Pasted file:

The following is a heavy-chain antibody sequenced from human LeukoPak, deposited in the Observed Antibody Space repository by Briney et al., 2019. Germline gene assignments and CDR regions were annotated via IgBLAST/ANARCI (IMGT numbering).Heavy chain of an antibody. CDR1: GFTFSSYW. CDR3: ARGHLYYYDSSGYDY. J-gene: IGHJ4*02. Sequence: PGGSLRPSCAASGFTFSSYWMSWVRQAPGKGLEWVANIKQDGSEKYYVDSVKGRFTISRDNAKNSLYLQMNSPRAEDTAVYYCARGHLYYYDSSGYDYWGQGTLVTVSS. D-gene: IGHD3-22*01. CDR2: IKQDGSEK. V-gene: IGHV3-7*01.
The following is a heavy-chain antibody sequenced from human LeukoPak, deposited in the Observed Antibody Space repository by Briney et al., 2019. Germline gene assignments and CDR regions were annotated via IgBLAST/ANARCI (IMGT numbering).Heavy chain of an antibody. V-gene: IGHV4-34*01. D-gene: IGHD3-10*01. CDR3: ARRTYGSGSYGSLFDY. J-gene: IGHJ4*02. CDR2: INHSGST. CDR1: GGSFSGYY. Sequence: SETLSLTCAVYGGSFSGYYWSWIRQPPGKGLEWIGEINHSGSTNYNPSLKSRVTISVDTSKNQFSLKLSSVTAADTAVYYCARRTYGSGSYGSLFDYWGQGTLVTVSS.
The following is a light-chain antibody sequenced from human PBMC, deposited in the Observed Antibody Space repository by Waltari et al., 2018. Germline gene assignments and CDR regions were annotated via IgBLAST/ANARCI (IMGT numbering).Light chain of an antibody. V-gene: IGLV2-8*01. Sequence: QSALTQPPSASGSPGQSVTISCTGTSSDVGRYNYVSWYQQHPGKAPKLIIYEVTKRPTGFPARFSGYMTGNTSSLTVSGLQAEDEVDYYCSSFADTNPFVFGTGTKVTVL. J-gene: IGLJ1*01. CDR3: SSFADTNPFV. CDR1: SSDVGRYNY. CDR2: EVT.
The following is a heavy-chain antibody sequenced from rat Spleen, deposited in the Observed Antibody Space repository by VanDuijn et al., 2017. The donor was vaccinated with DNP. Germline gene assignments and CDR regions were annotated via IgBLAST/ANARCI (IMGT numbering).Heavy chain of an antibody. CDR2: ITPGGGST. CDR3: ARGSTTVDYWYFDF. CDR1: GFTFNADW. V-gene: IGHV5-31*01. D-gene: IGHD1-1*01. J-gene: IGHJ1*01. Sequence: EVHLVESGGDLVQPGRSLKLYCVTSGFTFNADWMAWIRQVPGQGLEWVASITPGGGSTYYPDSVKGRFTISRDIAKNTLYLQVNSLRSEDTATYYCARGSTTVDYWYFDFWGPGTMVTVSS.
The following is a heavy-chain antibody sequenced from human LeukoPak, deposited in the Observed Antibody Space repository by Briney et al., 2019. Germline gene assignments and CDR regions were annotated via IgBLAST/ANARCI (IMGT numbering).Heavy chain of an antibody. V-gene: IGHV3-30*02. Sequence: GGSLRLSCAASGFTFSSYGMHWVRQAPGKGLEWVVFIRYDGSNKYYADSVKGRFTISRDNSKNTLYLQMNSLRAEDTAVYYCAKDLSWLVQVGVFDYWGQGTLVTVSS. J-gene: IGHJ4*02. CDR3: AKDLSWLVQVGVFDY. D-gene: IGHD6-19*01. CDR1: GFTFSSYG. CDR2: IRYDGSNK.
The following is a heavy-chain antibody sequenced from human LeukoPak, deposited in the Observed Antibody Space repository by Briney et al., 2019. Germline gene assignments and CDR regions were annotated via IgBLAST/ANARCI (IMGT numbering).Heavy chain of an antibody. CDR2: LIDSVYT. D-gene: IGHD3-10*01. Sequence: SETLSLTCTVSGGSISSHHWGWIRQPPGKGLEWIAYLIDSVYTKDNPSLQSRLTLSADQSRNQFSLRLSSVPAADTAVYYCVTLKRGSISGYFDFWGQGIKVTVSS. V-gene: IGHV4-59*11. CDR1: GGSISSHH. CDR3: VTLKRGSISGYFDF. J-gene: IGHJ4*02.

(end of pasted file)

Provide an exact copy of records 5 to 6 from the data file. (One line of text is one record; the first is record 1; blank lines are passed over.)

The following is a heavy-chain antibody sequenced from human LeukoPak, deposited in the Observed Antibody Space repository by Briney et al., 2019. Germline gene assignments and CDR regions were annotated via IgBLAST/ANARCI (IMGT numbering).Heavy chain of an antibody. V-gene: IGHV3-30*02. Sequence: GGSLRLSCAASGFTFSSYGMHWVRQAPGKGLEWVVFIRYDGSNKYYADSVKGRFTISRDNSKNTLYLQMNSLRAEDTAVYYCAKDLSWLVQVGVFDYWGQGTLVTVSS. J-gene: IGHJ4*02. CDR3: AKDLSWLVQVGVFDY. D-gene: IGHD6-19*01. CDR1: GFTFSSYG. CDR2: IRYDGSNK.
The following is a heavy-chain antibody sequenced from human LeukoPak, deposited in the Observed Antibody Space repository by Briney et al., 2019. Germline gene assignments and CDR regions were annotated via IgBLAST/ANARCI (IMGT numbering).Heavy chain of an antibody. CDR2: LIDSVYT. D-gene: IGHD3-10*01. Sequence: SETLSLTCTVSGGSISSHHWGWIRQPPGKGLEWIAYLIDSVYTKDNPSLQSRLTLSADQSRNQFSLRLSSVPAADTAVYYCVTLKRGSISGYFDFWGQGIKVTVSS. V-gene: IGHV4-59*11. CDR1: GGSISSHH. CDR3: VTLKRGSISGYFDF. J-gene: IGHJ4*02.